Which Bowie knife should you buy?

The peculiarities of different bowie knives are not only in size and the grade of steel used but in five points that you should weigh when making a purchase decision. Furthermore, you should know that a bowie knife is not a specialized survival or survival knife.

The best bowie knife can take on a Survival Knife until it comes to the tasks that need a stable tip – the very last time you should reach for the drop point tip of your second knife. Despite the legendary use as a combat knife, a Bowie is usually a purebred hunting knife – the front abdominal area is used for skinning and the straight blade for cutting game.

How thick and how long the blade is, you should see it first while buying the knife. Also, the weight says something about resilience. Find out if the blade and handle are composed or the knife is made in one piece. A ¾ tang is the continuation of the blade when it reaches about two-thirds in length. A Narrow Tang may well lead to the pommel, but the steel tapers to a narrow tongue, which usually breaks when loaded on the particular element.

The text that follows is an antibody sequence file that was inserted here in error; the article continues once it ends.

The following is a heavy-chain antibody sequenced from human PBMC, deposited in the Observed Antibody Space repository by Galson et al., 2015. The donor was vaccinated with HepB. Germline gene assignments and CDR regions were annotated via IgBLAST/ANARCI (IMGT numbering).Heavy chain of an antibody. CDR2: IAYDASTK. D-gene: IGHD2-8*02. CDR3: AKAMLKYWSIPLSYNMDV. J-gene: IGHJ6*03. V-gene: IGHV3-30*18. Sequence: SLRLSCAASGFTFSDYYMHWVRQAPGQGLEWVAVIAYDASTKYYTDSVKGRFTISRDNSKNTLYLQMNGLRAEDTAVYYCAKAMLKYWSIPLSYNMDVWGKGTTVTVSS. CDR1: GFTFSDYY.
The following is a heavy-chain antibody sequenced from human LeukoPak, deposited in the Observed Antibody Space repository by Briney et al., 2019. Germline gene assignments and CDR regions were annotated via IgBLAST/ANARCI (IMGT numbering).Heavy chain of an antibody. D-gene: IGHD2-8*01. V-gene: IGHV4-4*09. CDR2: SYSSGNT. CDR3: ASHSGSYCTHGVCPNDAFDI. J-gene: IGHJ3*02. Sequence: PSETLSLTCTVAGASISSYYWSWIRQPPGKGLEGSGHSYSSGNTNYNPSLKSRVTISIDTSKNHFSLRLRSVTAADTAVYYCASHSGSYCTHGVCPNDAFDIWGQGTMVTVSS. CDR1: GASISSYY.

Full or Full Tang runs from the tip to the knob. Only this construction offers sufficient robustness for higher loads. Nevertheless, you should not use the narrow tip of a Bowie Knife for leverage. She is not meant for that.

 So, which types of steel are commonly used in the bowie knife?

Carbon steel keeps the sharpness longer and is resistant, but it does not rust. Stainless steel is not so sharp but is used as a standard stainless steel knife. Damascus steel is the highest quality steel grade, which is made of soft and hard steel in an elaborate folding and forging process.

A tactical matte black coating or brilliant mirror finish is a matter of taste. The sloping “false edge” on the back of the knife is reminiscent of a pike head, which is why the Bowie blade is sometimes called pike blade. Multifunctional knives or those who want to be, have saw teeth on the back or spikes.

Hollow grips with secret compartment significantly reduce the stability of the knife and are therefore to be regarded as a gimmick, rather than a serious feature. Ergonomically shaped recessed grips and a hook-shaped knob provide grip just like structured surfaces.

Wood or leather can become slippery when wet. A lanyard hole is used to pull a safety cord for transport or disuse. Avoid using the lanyard around your wrist as you work. If you slip, you might reach into the blade.

So, keeping the above things in your mind, you should buy a particular bowie knife for you.